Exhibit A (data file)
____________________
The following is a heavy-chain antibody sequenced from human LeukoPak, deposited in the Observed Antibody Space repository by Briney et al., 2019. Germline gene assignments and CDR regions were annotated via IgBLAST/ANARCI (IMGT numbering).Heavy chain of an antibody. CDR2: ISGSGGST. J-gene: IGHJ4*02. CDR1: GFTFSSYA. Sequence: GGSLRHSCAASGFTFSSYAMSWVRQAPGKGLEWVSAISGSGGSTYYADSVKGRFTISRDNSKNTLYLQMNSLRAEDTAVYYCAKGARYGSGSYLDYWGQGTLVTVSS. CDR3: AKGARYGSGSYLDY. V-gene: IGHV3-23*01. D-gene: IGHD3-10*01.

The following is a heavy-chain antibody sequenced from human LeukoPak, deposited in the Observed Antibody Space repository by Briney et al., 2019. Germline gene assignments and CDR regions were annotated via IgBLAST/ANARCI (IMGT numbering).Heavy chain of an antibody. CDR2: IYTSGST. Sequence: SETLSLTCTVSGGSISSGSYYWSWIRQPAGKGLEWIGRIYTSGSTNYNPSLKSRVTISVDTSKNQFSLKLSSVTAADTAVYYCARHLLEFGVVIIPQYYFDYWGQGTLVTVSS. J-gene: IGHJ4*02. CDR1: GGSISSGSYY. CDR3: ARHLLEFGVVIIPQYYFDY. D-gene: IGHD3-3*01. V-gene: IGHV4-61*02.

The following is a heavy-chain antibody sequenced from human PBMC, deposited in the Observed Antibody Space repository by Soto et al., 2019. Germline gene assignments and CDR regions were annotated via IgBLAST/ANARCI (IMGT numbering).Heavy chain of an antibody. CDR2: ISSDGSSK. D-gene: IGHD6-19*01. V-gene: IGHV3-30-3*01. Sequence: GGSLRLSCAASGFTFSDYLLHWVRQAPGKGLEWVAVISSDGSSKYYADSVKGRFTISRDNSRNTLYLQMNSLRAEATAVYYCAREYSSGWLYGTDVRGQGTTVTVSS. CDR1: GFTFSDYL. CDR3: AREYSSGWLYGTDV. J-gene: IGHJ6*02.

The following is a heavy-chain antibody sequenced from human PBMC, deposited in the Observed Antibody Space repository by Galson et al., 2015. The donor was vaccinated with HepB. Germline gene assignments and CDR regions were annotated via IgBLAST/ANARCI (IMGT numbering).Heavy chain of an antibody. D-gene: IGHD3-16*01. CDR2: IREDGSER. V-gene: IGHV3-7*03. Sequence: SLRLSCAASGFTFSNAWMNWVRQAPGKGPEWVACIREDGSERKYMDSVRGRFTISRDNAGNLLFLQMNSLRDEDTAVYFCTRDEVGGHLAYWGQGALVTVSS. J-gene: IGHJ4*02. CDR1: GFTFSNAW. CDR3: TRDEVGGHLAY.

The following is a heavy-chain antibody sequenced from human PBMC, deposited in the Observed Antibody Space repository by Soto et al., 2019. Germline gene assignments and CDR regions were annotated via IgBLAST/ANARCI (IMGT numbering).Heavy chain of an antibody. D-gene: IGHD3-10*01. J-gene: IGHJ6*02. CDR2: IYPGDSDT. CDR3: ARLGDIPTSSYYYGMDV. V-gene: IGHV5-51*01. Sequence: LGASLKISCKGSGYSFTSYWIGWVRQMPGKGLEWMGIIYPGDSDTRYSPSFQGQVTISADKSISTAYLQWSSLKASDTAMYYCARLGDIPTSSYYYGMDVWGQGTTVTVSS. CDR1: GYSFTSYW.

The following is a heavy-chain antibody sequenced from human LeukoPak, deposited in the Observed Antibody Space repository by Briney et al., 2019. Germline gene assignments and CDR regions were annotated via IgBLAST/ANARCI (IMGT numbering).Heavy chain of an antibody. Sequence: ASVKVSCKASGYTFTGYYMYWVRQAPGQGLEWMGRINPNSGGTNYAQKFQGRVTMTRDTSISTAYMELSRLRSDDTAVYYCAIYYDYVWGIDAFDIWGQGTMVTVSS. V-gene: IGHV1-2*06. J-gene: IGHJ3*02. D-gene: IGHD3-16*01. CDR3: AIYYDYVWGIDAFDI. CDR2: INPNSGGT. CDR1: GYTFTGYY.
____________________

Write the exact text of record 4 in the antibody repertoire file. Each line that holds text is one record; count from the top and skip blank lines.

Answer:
The following is a heavy-chain antibody sequenced from human PBMC, deposited in the Observed Antibody Space repository by Galson et al., 2015. The donor was vaccinated with HepB. Germline gene assignments and CDR regions were annotated via IgBLAST/ANARCI (IMGT numbering).Heavy chain of an antibody. D-gene: IGHD3-16*01. CDR2: IREDGSER. V-gene: IGHV3-7*03. Sequence: SLRLSCAASGFTFSNAWMNWVRQAPGKGPEWVACIREDGSERKYMDSVRGRFTISRDNAGNLLFLQMNSLRDEDTAVYFCTRDEVGGHLAYWGQGALVTVSS. J-gene: IGHJ4*02. CDR1: GFTFSNAW. CDR3: TRDEVGGHLAY.